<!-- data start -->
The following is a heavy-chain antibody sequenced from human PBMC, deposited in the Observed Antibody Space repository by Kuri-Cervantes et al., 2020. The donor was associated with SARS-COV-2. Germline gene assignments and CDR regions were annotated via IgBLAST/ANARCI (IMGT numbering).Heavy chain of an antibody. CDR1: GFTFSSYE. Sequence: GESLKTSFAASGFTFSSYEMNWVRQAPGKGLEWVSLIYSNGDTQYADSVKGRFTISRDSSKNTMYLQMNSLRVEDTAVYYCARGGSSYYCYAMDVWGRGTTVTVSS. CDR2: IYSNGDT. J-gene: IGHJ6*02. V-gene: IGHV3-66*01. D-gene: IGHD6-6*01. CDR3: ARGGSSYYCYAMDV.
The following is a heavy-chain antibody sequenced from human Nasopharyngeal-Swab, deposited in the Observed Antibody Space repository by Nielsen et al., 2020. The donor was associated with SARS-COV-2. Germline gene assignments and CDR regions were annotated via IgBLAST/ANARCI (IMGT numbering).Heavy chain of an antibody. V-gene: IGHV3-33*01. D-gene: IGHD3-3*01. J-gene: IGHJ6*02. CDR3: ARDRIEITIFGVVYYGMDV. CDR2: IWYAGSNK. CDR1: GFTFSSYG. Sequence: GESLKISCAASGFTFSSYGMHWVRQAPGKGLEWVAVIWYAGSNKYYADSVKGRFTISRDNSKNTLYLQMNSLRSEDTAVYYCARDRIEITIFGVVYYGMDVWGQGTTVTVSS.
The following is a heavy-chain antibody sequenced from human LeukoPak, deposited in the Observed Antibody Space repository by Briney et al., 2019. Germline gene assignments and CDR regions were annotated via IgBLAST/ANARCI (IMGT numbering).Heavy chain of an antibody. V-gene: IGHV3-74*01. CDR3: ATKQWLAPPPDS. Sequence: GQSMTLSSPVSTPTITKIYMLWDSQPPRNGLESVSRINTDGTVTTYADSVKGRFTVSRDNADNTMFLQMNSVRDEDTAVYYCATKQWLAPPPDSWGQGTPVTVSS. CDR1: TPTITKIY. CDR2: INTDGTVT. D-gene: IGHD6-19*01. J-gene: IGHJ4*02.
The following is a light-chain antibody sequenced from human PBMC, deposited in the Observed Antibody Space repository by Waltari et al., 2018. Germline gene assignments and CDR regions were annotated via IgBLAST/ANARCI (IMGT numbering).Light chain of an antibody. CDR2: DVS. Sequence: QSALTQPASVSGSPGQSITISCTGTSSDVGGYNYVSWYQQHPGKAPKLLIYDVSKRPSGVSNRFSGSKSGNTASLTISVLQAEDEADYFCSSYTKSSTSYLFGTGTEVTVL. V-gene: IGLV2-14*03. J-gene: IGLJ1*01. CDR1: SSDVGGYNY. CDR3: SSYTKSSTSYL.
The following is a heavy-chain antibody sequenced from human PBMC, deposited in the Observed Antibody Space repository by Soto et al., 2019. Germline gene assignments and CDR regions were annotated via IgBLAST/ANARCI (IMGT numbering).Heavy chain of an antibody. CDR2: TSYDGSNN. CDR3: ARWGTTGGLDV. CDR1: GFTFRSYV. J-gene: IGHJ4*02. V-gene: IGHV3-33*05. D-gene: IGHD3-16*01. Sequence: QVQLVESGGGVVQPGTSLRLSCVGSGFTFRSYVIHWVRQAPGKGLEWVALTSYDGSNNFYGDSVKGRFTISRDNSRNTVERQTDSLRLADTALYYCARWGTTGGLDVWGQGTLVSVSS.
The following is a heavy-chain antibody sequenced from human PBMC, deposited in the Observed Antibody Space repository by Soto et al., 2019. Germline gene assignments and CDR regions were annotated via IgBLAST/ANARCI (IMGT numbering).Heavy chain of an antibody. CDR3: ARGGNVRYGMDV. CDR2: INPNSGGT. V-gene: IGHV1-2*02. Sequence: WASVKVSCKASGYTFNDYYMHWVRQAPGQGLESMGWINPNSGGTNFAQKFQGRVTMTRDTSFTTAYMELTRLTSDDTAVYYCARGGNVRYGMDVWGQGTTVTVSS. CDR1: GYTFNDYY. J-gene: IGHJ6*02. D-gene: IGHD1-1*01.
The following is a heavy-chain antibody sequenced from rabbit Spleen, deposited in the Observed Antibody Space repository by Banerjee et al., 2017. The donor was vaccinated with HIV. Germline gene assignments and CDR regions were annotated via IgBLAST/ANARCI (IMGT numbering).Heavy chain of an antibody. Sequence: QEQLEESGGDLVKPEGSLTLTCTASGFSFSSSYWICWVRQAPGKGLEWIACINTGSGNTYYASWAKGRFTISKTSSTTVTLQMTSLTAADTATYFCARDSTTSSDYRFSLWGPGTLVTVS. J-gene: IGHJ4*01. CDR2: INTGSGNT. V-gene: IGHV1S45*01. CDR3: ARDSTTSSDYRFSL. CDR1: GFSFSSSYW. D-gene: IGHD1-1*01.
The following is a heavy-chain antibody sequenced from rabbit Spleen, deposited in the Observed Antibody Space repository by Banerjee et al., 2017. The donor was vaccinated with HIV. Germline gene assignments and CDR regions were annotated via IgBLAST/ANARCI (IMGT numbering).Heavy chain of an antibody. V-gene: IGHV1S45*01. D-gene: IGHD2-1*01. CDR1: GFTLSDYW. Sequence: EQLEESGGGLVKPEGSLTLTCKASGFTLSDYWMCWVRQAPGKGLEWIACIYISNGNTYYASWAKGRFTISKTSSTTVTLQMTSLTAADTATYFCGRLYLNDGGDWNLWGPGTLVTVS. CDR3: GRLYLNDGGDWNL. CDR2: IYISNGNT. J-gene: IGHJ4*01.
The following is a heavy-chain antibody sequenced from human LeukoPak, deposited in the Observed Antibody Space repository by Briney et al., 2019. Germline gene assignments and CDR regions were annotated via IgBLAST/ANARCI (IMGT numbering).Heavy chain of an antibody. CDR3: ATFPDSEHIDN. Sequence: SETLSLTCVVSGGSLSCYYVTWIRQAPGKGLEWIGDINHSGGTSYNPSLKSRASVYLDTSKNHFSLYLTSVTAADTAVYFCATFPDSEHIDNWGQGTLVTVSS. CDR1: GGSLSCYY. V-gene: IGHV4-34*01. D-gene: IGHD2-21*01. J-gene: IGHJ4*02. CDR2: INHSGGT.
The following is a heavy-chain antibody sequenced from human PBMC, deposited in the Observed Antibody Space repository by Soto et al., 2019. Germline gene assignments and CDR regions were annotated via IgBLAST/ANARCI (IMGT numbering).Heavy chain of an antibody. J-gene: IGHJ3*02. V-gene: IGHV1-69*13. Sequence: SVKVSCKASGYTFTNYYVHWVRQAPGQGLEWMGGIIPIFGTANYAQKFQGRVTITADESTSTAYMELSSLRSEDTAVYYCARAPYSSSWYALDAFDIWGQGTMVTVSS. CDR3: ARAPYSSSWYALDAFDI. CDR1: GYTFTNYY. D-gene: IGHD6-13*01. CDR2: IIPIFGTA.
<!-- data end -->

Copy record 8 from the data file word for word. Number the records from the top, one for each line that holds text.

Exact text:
The following is a heavy-chain antibody sequenced from rabbit Spleen, deposited in the Observed Antibody Space repository by Banerjee et al., 2017. The donor was vaccinated with HIV. Germline gene assignments and CDR regions were annotated via IgBLAST/ANARCI (IMGT numbering).Heavy chain of an antibody. V-gene: IGHV1S45*01. D-gene: IGHD2-1*01. CDR1: GFTLSDYW. Sequence: EQLEESGGGLVKPEGSLTLTCKASGFTLSDYWMCWVRQAPGKGLEWIACIYISNGNTYYASWAKGRFTISKTSSTTVTLQMTSLTAADTATYFCGRLYLNDGGDWNLWGPGTLVTVS. CDR3: GRLYLNDGGDWNL. CDR2: IYISNGNT. J-gene: IGHJ4*01.